Universitätsklinikum Hamburg-Eppendorf

Zentrum für Experimentelle Medizin – Institut für Experimentelle Immunologie und Hepatologie

Role of type 2 innate lymphoid cells in immune-mediated liver disease and liver regeneration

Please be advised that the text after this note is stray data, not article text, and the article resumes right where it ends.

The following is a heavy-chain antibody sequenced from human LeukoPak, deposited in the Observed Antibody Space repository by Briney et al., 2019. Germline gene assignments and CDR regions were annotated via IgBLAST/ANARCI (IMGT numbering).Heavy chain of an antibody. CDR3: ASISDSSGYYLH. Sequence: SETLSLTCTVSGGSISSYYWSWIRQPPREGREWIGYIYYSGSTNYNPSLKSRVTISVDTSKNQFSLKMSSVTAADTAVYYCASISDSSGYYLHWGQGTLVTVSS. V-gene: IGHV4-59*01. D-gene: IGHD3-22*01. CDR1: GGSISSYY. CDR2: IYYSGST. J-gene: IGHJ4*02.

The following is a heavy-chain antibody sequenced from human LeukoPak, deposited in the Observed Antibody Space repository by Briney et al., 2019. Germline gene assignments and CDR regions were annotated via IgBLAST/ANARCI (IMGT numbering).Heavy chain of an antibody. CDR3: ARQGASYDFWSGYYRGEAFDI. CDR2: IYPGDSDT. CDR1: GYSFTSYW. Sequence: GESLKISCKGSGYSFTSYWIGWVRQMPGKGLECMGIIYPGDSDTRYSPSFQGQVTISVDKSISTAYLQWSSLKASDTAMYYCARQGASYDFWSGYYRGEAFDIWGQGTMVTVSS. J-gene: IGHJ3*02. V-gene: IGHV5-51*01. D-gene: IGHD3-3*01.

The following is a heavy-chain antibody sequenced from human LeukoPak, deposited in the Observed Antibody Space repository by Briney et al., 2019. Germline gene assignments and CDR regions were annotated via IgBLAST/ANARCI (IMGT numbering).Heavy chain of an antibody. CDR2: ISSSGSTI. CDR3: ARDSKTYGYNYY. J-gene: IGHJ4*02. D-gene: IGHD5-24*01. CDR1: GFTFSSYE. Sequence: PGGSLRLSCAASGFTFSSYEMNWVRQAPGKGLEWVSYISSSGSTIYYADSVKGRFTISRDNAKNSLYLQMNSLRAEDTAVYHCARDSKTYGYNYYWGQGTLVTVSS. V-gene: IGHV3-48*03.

Chronic liver diseases are a global health problem with limited therapeutic options so far. The immune-mediated processes leading to chronic inflammation, development of fibrosis, cirrhosis, and subsequent hepatocellular carcinoma (HCC) are still poorly understood. Innate lymphoid cells (ILC) are a group of lymphocytes of the innate immune system that rapidly produce cytokines upon activation thereby contributing to immune responses during infection and inflammation. We could show that type 2 ILC (ILC2) exert a pro-inflammatory function in acute, immune-mediated hepatitis and aggravate liver inflammation and tissue damage. In the proposed project, we further want to analyze the role of ILC2 in liver inflammation, with a special focus on chronic liver disease and development of HCC. We also want to study the impact of hepatic ILC2 on the function of macrophages in acute and chronic liver injury since this cell population plays an important role in the pathology of liver diseases. Moreover, we want to identify liver-specific mechanisms by which the inflammatory activity of hepatic ILC2 is regulated in acute and chronic liver disease to reveal potential strategies for a selective targeting of ILC2-mediated immune responses in the liver. In addition, we want to investigate whether hepatic ILC2 also exert regenerative functions in the liver. Therefore, we want to analyze if ILC2 contribute to regenerative processes after acute liver injury and in the context of chronic liver disease and HCC development by production of amphiregulin. For our analysis, we want to use different murine models of acute and chronic liver disease, liver regeneration and HCC. In in-vitro experiments, we will further study mechanisms of mutual influence of hepatic ILC2 and liver-resident cell populations. Moreover, we want to characterize ILC subsets in blood and liver samples of patients with autoimmune hepatitis, primary sclerosing cholangitis, and alcohol-induced liver cirrhosis with regard to their frequency, activity, and cytokine production. The project allows a deeper understanding of ILC2-mediated immune responses in liver inflammation and therefore, makes an important contribution for the identification of immune-mediated processes involved in the pathogenesis of liver diseases.